Attorneys at war over genocide

Attorneys who have won tens of millions of dollars for descendants of Armenian Genocide victims are accusing one another in court of misusing funds or stalling payments to thousands of their clients.

Mark Geragos and Brian Kabateck, two of the lead attorneys in class-action cases Armenian Americans have filed in federal court against insurers, accuse Glendale-based co-counsel Vartkes Yeghiayan and his wife, attorney Rita Mahdessian, of setting up sham charities and misusing nearly $1 million over the last six years.

Yeghiayan, in turn, is accusing Geragos and Kabateck of misusing proceeds from the litigation and of allowing compensation requests from more than 1,000 Armenians to go unanswered.

The imbroglio comes several years after New York Life Insurance Co. and French insurer Axa S.A. agreed to pay $37.5 million to settle claims that they failed to compensate descendants of genocide victims who bought policies between 1875 and 1923.

Other insurers and banks still face accusations that they profited unfairly from the estates of people who were killed or forced to flee during a pogrom by Ottoman Turks, including the violence from 1915 to 1923 that resulted in the death of 1.5 million Armenians.

The $20-million New York Life settlement from 2004 called for most of the money to go to families that could prove their losses, with $3 million to go to charities addressing the needs of the Armenian community. The 2005 Axa settlement for $17.5 million contained a similar provision, with $3 million to go to French charities.

In March, Geragos and Kabateck sued Yeghiayan, accusing him of creating two charities — the Center for Armenian Remembrance and the Paris-based Conservatoire de la Memoire Armenienne — and then failing to disclose his and Mahdessian’s roles in the organizations, to which a federal judge allocated nearly $1 million, according to the lawsuit.

Geragos and Kabateck allege an investigator they hired discovered the Paris office of the Conservatoire de la Memoire Armenienne doesn’t exist.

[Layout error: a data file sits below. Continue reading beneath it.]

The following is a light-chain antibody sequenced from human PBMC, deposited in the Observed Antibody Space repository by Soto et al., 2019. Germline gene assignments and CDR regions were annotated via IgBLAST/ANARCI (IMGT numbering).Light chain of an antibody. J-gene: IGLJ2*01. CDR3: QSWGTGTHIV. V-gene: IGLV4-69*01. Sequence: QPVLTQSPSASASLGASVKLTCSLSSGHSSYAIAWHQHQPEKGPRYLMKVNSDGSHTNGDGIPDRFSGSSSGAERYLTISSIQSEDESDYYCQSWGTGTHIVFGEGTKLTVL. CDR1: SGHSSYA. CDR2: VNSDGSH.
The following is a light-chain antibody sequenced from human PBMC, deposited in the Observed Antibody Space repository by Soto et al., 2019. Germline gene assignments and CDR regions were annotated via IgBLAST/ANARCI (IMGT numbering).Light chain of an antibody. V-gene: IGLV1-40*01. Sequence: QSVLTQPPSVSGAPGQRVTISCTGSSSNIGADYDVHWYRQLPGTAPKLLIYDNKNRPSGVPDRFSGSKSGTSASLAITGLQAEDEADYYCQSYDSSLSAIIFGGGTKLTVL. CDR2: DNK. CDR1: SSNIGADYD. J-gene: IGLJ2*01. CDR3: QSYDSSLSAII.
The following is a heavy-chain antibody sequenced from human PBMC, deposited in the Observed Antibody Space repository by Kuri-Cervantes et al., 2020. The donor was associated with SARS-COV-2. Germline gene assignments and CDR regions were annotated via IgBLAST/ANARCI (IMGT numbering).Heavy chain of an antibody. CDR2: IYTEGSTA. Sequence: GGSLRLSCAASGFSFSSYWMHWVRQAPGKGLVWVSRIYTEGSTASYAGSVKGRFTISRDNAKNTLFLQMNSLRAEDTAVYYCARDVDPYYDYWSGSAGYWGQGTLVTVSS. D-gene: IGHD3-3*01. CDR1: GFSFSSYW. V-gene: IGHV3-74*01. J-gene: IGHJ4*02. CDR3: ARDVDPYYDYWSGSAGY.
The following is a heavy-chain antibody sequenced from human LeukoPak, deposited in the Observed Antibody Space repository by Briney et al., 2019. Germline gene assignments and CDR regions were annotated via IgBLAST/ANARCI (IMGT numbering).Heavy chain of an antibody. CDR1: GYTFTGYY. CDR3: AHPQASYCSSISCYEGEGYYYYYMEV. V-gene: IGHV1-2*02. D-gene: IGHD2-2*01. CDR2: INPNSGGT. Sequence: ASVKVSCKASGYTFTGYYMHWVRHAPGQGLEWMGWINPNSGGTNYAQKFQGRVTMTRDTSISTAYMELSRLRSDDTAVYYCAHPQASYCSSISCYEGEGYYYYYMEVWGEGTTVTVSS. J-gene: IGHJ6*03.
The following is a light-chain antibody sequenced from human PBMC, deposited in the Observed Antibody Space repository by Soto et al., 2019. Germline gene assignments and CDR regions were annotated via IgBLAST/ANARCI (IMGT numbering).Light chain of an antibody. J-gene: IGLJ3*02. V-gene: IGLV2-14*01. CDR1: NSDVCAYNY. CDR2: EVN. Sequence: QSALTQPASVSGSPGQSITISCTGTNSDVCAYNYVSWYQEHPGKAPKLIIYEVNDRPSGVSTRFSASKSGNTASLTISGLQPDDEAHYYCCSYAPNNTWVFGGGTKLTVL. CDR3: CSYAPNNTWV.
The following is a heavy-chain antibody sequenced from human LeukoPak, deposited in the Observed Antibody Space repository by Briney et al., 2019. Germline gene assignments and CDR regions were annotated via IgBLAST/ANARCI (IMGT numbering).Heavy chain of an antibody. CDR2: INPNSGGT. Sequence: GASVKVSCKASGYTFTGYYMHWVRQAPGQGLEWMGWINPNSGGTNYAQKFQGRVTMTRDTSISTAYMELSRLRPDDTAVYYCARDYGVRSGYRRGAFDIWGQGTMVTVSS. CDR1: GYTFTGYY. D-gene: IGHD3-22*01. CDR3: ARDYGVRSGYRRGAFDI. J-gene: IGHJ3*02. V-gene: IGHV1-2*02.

In U.S. District Court filings, they also allege that the Center for Armenian Remembrance, based in Yeghiayan’s Brand Boulevard law office, “appears to serve no legitimate purpose [and] has not engaged in any charitable purposes on behalf of the Armenian community.”

Yeghiayan and Mahdessian did not respond to requests for comment.

But Yeghiayan’s attorney, Roman Silberfeld, refuted the accusations.

“I am reasonably well satisfied that the allegations made are false, that nothing improper has happened with regard to Mr. Yeghiayan,” Silberfeld said.

Yeghiayan had made his own claims of misconduct against Geragos and Kabateck, arguing in court documents that they went to Europe in 2010 and improperly met with the Axa Settlement Board, a group of three people that writes the claim settlement checks for the thousands of Armenian plaintiffs.

He also alleged that the administrator of the Axa funds intentionally stopped responding to inquiries from claimants.

Since February 2010, Yeghiayan claimed in court filings that his office fielded more than 1,000 complaints and more continue to pour in “regarding the administration of the trust account and the baseless denial of claims.”

In their response filed in court, Geragos and Kabateck denied any wrongdoing. Neither could be reached for comment.

Yeghiayan is also claiming that Geragos and Kabateck have failed to turn over documents for a full accounting of the use of the Axa funds for the last five years. Last month, U.S. District Court Judge Christina Snyder ordered Geragos and Kabateck to provide the records.

On May 6, the warring parties agreed to mediate their dispute before retired state appellate court Justice Howard Wiener.

Silberfeld said he believes that the conflict arose from the complexity of administering the settlement funds, and that it can be resolved “if all the cards are laid on the table, face up, by everyone.”

The attorneys, Silberfeld added, “turned the aggression they ought to be turning on the bad guys onto one another. That’s what I hope to be able to diffuse and solve in the next 60 days or so.”
 
 

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